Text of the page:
Glad they settled that.

    An easier to understand description of problems and solutions came from Futurist and Author Hazel Henderson. She made her presentation via satellite so she didn’t have to travel to appear. That made her carbon footprint near zero by anybody’s calculation. She didn’t have to talk about how new technology offers solutions because she was living it. She urged her audience to design the future and described how even economic statistics can be shaped to tell the truth. She pointed out to the car design crowd that Gross National Product (GNP) goes up when there is a car accident because it doesn't subtract the harm. She showed her “wedding cake” slide and pointed out that GNP only accounts for half of society’s layer cake while the “Love Economy” goes uncounted.

    The message was simple. Not easy, but simple. Live the future you believe in, even as you seek to understand it better and design it.


    Henderson's layer cake. (click to enlarge)

    The
    Art Center Summit 2008: System's Cities & Sustainable Mobility

    February 6 & 7, 2008 (Art Center College of Design)

    WHO
    “21st Century Strategies” panel: Peter Bishop, Freeman Thomas, Axel Friedrich and Jane Poynter (moderator); Hazel Henderson

    WHAT
    A discussion of “21st Century Strategies” moderated by Biosphere 2 crewmember, author and Paragon Space Development Corporation President Jane Poynter.

    Friedrich created an auto world uproar when he told German automakers these efficiency measures are more important to the next 20 years than the hydrogen fuel cell. (click to enlarge)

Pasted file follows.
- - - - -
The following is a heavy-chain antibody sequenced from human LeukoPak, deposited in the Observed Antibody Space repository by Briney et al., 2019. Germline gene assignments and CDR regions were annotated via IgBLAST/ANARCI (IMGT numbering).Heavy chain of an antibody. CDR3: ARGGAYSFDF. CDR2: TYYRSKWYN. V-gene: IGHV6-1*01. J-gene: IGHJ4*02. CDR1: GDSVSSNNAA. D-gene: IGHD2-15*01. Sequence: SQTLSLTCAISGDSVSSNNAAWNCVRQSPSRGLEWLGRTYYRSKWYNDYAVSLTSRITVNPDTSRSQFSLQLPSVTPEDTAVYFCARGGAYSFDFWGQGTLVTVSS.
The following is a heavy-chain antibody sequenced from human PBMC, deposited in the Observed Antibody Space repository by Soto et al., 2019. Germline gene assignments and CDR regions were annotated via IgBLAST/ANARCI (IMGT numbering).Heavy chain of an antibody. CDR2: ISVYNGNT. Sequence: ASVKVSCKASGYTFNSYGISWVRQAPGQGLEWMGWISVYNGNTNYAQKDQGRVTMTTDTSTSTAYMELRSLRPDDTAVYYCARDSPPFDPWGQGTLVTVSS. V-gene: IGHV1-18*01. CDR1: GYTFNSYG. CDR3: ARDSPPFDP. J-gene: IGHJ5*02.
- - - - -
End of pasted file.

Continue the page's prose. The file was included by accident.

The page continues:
WHEN
    - Bishop began by talking about society is currently shaped by its place at the end of the oil era and the end of the fossil fuels era.
    - Friedrich made the point that throughout the Summit he had heard no satisfactory definition of “sustainable” but it is not hard to see what “unsustainable” is.
    - Thomas talked about what the horse meant to people a hundred years ago, said the car was that symbol of freedom today and suggested the digital communicationwill provide that freedom in the future.

    WHERE
    - Bishop described society as now needing to cross a chasm to the next energy era and said the only question is how deep into the chasm society must go.
    - Friedrich described how to design a “city of short trips” by including regulations requiring regional production and efficient transportation systems.
    - Thomas described seeing a new development being built on the old El Toro Naval Station land and expressed disdain and dismay at the lack of design.

    Henderson showed how economic statistics need fixing. (click to enlarge)

    WHY
    - Bishop insisted government’s role is to do one thing: Internalize the externalities so that citizens can see the true cost of their choices and respond.
    - Friedrich insisted, as he always has, that efficiency measures are the only improvements needed to make cars sustainable. He talked about his super-efficient 2-seat VW that actually got 250 mpg and described the theoretical 4-seater capable of 150 mpg.
    - Thomas said that the problem with government leaders is that they lack vision so change can come only from the marketplace. He asserted that cars aren’t likely to change until gas is $10 per gallon.

    The visual theme of the Summit. One last takeaway: Keynote speaker Paul Hawken recalled Model T inventor Henry Ford's observation about the marketplace - "If I'd asked my customers what they wanted, they'd have told me they wanted a faster horse."

    QUOTES
    - Friedrich: “Government must lead…Female mayors run cities differently…”
    - Thomas: “When gas is so cheap nobody is valuing what we have.”
    - Bishop: “We’re involved in a very slow moving train wreck.”
    - Geoff Wardle, Art Center instructor/Summit principle: “The word ‘sustainable’ may go out of fashion in a few months or a few years but theissue will not. The issue is here to stay…”